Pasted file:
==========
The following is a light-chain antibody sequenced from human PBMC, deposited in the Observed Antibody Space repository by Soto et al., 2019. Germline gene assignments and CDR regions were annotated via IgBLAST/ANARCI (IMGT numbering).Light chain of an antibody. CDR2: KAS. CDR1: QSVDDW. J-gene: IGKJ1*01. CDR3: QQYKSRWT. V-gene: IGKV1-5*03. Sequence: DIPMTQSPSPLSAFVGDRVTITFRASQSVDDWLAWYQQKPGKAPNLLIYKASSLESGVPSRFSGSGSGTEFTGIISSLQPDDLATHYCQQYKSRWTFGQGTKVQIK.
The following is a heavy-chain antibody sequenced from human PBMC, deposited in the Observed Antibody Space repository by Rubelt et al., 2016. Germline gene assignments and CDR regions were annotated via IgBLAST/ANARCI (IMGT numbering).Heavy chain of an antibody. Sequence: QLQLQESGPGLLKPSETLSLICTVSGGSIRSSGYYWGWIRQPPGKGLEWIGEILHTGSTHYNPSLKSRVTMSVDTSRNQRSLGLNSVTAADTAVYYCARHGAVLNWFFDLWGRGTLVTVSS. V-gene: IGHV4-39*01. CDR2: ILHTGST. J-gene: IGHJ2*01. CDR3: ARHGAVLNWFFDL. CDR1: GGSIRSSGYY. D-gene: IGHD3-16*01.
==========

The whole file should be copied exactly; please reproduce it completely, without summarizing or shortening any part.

The following is a light-chain antibody sequenced from human PBMC, deposited in the Observed Antibody Space repository by Soto et al., 2019. Germline gene assignments and CDR regions were annotated via IgBLAST/ANARCI (IMGT numbering).Light chain of an antibody. CDR2: KAS. CDR1: QSVDDW. J-gene: IGKJ1*01. CDR3: QQYKSRWT. V-gene: IGKV1-5*03. Sequence: DIPMTQSPSPLSAFVGDRVTITFRASQSVDDWLAWYQQKPGKAPNLLIYKASSLESGVPSRFSGSGSGTEFTGIISSLQPDDLATHYCQQYKSRWTFGQGTKVQIK.
The following is a heavy-chain antibody sequenced from human PBMC, deposited in the Observed Antibody Space repository by Rubelt et al., 2016. Germline gene assignments and CDR regions were annotated via IgBLAST/ANARCI (IMGT numbering).Heavy chain of an antibody. Sequence: QLQLQESGPGLLKPSETLSLICTVSGGSIRSSGYYWGWIRQPPGKGLEWIGEILHTGSTHYNPSLKSRVTMSVDTSRNQRSLGLNSVTAADTAVYYCARHGAVLNWFFDLWGRGTLVTVSS. V-gene: IGHV4-39*01. CDR2: ILHTGST. J-gene: IGHJ2*01. CDR3: ARHGAVLNWFFDL. CDR1: GGSIRSSGYY. D-gene: IGHD3-16*01.